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review 2018-05-08 16:18
Dragonfly in Amber / Diana Gabaldon
Dragonfly in Amber - Diana Gabaldon

For twenty years Claire Randall has kept her secrets. But now she is returning with her grown daughter to Scotland's majestic mist-shrouded hills. Here Claire plans to reveal a truth as stunning as the events that gave it birth: about the mystery of an ancient circle of standing stones ...about a love that transcends the boundaries of time ...and about James Fraser, a Scottish warrior whose gallantry once drew a young Claire from the security of her century to the dangers of his ....

Now a legacy of blood and desire will test her beautiful copper-haired daughter, Brianna, as Claire's spellbinding journey of self-discovery continues in the intrigue-ridden Paris court of Charles Stuart ...in a race to thwart a doomed Highlands uprising ...and in a desperate fight to save both the child and the man she loves....

 

Not a bad historical fantasy, but I have some issues with it. I kept putting off my reading until close to its due date at the library. Even when I got started and the deadline was approaching, I kept looking longingly at other books on my library book pile and had to force myself to keep reading this one.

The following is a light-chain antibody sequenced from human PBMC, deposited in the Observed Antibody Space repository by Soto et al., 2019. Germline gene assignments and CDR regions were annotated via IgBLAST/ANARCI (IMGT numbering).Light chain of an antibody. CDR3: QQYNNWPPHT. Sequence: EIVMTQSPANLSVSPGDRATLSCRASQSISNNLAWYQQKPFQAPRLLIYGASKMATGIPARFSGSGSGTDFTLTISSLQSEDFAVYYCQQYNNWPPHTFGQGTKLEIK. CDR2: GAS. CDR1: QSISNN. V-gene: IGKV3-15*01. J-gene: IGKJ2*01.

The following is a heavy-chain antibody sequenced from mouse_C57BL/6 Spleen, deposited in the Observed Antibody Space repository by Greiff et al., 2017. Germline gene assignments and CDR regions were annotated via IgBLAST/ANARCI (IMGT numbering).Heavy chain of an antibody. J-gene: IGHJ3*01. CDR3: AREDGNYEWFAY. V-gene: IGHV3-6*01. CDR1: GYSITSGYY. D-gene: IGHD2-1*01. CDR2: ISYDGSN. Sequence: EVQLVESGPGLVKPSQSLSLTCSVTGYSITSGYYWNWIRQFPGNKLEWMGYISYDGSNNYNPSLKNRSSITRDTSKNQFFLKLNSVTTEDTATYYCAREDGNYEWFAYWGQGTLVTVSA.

First, the book starts with Claire returning to Scotland (in the 20th century) with her grown-up daughter Brianna. They meet a charming young Scotsman, Roger MacKenzie, and sparks fly between Brianna and Roger. Well & good, I am interested in this new plot line. But does Gabadon stick with it? No, everything takes an abrupt left turn, back into the past and we’re back in time with Claire & Jamie. And there are HUNDREDS of pages between appearances of Roger & Brianna.

The historical fantasy isn’t bad, as historical fantasies go, it just wasn’t what I was interested in. Claire & Jamie, blah blah, blah, Bonnie Prince Charlie, blah, blah, blah, Battle of Culloden, more blather. The manuscript is padded with all kinds of vignettes which do absolutely nothing to move the action along and only bogged me down (when Claire & Jaime discover the cave paintings, anyone?)

And this is going to sound very pedantic, but she mentions birds in the course of the book four times and only gets it right once. In the very beginning, chickadees are referenced. Well, there aren’t any chickadees in Scotland—they have related birds, the tits. If Claire had seen/heard Blue Tits or Coal Tits, that would be accurate, but not chickadees. At another point, Claire is woken by a mockingbird. No dice, there aren’t mockingbirds in France. Claire hears a meadowlark—impossible! Maybe a Skylark, but there aren’t meadowlarks in Europe. At least when Jamie feeds crumbs to some sparrows, she just leaves them as generic sparrows and doesn’t assign a species. I even hauled out my Birds of Europe with North Africa and the Middle East just to check that I hadn’t lost my mind, but it backed me up. If you want accurate historical fiction, you can’t just go sticking North American birds into a novel set in Scotland and France!